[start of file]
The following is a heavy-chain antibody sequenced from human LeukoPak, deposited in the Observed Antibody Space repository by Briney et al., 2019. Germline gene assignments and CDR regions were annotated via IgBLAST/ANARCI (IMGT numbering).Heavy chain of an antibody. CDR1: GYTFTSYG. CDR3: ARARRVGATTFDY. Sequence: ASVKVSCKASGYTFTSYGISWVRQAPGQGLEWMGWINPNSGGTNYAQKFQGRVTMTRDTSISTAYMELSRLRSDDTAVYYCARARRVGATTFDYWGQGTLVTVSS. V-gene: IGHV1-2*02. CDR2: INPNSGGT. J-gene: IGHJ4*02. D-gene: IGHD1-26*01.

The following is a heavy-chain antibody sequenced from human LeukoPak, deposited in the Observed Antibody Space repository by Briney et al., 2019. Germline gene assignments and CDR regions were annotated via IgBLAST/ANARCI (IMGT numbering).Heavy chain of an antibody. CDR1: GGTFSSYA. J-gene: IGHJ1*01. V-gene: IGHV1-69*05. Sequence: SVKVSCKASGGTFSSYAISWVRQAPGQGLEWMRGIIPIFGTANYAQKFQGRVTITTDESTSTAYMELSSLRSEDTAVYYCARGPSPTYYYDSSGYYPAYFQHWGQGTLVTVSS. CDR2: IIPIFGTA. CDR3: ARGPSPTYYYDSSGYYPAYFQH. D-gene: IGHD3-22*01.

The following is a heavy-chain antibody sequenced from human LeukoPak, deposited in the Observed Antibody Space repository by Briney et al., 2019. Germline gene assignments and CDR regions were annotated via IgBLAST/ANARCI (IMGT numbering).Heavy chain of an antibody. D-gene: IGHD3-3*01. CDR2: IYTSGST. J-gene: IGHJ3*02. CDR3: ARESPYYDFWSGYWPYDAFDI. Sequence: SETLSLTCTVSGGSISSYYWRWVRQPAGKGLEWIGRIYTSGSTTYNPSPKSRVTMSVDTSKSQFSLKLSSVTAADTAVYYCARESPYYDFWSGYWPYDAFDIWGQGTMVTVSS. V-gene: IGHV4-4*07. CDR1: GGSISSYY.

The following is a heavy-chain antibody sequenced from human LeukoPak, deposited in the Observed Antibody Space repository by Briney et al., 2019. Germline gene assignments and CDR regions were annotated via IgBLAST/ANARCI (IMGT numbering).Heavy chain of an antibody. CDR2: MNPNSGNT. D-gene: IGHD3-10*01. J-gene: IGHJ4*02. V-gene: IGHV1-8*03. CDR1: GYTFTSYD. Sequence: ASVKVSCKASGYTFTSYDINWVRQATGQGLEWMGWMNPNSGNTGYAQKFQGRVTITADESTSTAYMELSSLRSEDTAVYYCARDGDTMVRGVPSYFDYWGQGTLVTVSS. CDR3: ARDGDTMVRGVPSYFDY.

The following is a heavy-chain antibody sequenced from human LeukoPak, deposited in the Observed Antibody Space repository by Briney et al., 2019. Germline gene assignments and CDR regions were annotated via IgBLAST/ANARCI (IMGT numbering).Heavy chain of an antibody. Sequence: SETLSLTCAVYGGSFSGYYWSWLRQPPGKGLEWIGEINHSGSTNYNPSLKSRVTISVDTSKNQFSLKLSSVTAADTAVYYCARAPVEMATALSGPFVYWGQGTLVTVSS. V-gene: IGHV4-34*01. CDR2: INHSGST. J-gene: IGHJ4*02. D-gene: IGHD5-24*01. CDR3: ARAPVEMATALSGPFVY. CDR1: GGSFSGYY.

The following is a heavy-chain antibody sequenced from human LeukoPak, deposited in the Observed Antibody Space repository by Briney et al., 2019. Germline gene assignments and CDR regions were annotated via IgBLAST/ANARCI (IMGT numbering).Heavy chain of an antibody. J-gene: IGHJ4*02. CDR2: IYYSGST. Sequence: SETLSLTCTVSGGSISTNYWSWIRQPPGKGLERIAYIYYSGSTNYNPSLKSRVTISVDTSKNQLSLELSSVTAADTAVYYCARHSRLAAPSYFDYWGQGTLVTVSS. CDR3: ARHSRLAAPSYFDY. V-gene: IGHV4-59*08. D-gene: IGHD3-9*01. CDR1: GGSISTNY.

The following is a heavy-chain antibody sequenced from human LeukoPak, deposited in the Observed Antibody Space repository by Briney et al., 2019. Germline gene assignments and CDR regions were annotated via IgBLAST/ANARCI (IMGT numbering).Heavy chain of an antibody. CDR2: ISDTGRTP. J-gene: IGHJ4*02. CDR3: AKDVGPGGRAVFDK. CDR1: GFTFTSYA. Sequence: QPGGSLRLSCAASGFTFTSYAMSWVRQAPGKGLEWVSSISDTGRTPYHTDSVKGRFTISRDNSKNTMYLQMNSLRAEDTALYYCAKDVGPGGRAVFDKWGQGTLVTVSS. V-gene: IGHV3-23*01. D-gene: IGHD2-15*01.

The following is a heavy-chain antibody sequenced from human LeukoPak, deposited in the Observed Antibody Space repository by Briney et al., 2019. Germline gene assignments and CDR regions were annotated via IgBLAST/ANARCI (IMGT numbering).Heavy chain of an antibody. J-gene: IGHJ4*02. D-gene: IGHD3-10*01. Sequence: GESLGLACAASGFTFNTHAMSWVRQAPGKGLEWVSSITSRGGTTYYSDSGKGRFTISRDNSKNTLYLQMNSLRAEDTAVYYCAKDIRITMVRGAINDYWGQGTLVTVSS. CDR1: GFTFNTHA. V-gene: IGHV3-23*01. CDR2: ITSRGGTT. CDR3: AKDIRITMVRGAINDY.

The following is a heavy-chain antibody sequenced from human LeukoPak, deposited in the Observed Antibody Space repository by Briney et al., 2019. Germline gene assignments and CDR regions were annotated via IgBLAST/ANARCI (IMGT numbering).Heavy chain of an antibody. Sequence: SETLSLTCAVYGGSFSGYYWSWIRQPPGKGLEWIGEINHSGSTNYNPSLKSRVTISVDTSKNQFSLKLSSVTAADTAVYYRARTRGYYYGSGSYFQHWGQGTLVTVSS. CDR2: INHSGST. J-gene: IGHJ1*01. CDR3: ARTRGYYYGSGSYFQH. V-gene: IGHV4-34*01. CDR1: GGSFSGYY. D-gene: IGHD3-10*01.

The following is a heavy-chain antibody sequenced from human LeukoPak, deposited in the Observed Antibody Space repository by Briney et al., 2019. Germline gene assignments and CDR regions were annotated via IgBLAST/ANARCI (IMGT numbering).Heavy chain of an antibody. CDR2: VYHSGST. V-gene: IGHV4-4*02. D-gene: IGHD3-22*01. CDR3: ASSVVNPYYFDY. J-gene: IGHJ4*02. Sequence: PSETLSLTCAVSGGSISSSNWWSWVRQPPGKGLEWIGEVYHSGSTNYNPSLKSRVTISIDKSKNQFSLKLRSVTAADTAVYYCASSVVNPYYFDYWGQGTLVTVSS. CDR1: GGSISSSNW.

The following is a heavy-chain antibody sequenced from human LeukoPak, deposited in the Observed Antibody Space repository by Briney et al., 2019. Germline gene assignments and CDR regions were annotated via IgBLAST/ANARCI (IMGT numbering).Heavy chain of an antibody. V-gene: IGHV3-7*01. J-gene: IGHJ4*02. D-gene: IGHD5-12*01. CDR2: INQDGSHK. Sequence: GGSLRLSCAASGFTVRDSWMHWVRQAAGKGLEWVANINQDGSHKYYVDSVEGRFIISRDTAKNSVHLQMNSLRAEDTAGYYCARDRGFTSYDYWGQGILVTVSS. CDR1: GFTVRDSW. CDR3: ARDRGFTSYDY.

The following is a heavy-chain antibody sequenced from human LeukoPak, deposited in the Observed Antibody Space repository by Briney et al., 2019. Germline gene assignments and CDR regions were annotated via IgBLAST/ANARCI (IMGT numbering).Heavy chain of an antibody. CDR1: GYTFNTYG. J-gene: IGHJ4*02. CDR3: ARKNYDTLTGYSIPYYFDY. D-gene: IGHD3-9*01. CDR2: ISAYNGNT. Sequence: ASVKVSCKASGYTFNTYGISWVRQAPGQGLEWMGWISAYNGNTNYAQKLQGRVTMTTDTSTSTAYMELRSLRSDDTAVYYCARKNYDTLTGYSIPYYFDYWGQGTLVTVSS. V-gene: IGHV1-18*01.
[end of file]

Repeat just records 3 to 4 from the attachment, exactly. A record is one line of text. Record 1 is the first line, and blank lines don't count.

The following is a heavy-chain antibody sequenced from human LeukoPak, deposited in the Observed Antibody Space repository by Briney et al., 2019. Germline gene assignments and CDR regions were annotated via IgBLAST/ANARCI (IMGT numbering).Heavy chain of an antibody. D-gene: IGHD3-3*01. CDR2: IYTSGST. J-gene: IGHJ3*02. CDR3: ARESPYYDFWSGYWPYDAFDI. Sequence: SETLSLTCTVSGGSISSYYWRWVRQPAGKGLEWIGRIYTSGSTTYNPSPKSRVTMSVDTSKSQFSLKLSSVTAADTAVYYCARESPYYDFWSGYWPYDAFDIWGQGTMVTVSS. V-gene: IGHV4-4*07. CDR1: GGSISSYY.

The following is a heavy-chain antibody sequenced from human LeukoPak, deposited in the Observed Antibody Space repository by Briney et al., 2019. Germline gene assignments and CDR regions were annotated via IgBLAST/ANARCI (IMGT numbering).Heavy chain of an antibody. CDR2: MNPNSGNT. D-gene: IGHD3-10*01. J-gene: IGHJ4*02. V-gene: IGHV1-8*03. CDR1: GYTFTSYD. Sequence: ASVKVSCKASGYTFTSYDINWVRQATGQGLEWMGWMNPNSGNTGYAQKFQGRVTITADESTSTAYMELSSLRSEDTAVYYCARDGDTMVRGVPSYFDYWGQGTLVTVSS. CDR3: ARDGDTMVRGVPSYFDY.